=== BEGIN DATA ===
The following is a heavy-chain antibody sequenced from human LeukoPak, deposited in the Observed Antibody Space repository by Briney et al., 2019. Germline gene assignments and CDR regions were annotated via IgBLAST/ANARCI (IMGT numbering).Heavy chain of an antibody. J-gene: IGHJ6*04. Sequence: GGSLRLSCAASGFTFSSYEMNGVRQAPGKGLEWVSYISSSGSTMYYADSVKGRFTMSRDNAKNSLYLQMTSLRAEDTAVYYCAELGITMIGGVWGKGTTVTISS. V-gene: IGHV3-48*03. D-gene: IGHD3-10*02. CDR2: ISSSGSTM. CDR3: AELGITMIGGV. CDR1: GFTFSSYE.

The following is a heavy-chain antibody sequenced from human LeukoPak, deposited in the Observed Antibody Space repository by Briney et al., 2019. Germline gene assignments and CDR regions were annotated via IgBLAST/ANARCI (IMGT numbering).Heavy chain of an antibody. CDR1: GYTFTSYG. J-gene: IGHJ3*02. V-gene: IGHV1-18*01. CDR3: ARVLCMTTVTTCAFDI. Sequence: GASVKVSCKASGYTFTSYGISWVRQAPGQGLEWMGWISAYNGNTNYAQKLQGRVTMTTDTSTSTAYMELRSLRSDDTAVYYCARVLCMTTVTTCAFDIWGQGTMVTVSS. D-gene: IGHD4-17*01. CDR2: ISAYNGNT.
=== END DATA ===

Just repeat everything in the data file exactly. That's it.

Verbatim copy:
The following is a heavy-chain antibody sequenced from human LeukoPak, deposited in the Observed Antibody Space repository by Briney et al., 2019. Germline gene assignments and CDR regions were annotated via IgBLAST/ANARCI (IMGT numbering).Heavy chain of an antibody. J-gene: IGHJ6*04. Sequence: GGSLRLSCAASGFTFSSYEMNGVRQAPGKGLEWVSYISSSGSTMYYADSVKGRFTMSRDNAKNSLYLQMTSLRAEDTAVYYCAELGITMIGGVWGKGTTVTISS. V-gene: IGHV3-48*03. D-gene: IGHD3-10*02. CDR2: ISSSGSTM. CDR3: AELGITMIGGV. CDR1: GFTFSSYE.

The following is a heavy-chain antibody sequenced from human LeukoPak, deposited in the Observed Antibody Space repository by Briney et al., 2019. Germline gene assignments and CDR regions were annotated via IgBLAST/ANARCI (IMGT numbering).Heavy chain of an antibody. CDR1: GYTFTSYG. J-gene: IGHJ3*02. V-gene: IGHV1-18*01. CDR3: ARVLCMTTVTTCAFDI. Sequence: GASVKVSCKASGYTFTSYGISWVRQAPGQGLEWMGWISAYNGNTNYAQKLQGRVTMTTDTSTSTAYMELRSLRSDDTAVYYCARVLCMTTVTTCAFDIWGQGTMVTVSS. D-gene: IGHD4-17*01. CDR2: ISAYNGNT.